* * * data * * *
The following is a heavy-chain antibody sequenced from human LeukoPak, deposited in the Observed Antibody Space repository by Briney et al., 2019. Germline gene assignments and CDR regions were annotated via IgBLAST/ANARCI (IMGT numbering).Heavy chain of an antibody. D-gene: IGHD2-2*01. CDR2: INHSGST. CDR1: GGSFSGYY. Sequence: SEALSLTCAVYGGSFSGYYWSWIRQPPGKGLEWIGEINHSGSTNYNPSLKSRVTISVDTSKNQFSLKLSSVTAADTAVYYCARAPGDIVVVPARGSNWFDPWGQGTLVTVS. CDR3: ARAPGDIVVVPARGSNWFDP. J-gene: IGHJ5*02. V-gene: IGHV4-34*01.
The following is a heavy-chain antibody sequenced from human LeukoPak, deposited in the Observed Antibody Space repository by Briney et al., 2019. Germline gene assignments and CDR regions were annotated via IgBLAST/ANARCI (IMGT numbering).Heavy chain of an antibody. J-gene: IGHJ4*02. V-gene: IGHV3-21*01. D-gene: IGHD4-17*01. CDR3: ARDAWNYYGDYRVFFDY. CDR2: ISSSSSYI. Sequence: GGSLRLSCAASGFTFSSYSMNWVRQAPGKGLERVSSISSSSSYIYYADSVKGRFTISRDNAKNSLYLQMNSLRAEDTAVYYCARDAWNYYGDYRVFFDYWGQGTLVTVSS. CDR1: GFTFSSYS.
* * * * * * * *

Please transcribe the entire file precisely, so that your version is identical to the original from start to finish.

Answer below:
The following is a heavy-chain antibody sequenced from human LeukoPak, deposited in the Observed Antibody Space repository by Briney et al., 2019. Germline gene assignments and CDR regions were annotated via IgBLAST/ANARCI (IMGT numbering).Heavy chain of an antibody. D-gene: IGHD2-2*01. CDR2: INHSGST. CDR1: GGSFSGYY. Sequence: SEALSLTCAVYGGSFSGYYWSWIRQPPGKGLEWIGEINHSGSTNYNPSLKSRVTISVDTSKNQFSLKLSSVTAADTAVYYCARAPGDIVVVPARGSNWFDPWGQGTLVTVS. CDR3: ARAPGDIVVVPARGSNWFDP. J-gene: IGHJ5*02. V-gene: IGHV4-34*01.
The following is a heavy-chain antibody sequenced from human LeukoPak, deposited in the Observed Antibody Space repository by Briney et al., 2019. Germline gene assignments and CDR regions were annotated via IgBLAST/ANARCI (IMGT numbering).Heavy chain of an antibody. J-gene: IGHJ4*02. V-gene: IGHV3-21*01. D-gene: IGHD4-17*01. CDR3: ARDAWNYYGDYRVFFDY. CDR2: ISSSSSYI. Sequence: GGSLRLSCAASGFTFSSYSMNWVRQAPGKGLERVSSISSSSSYIYYADSVKGRFTISRDNAKNSLYLQMNSLRAEDTAVYYCARDAWNYYGDYRVFFDYWGQGTLVTVSS. CDR1: GFTFSSYS.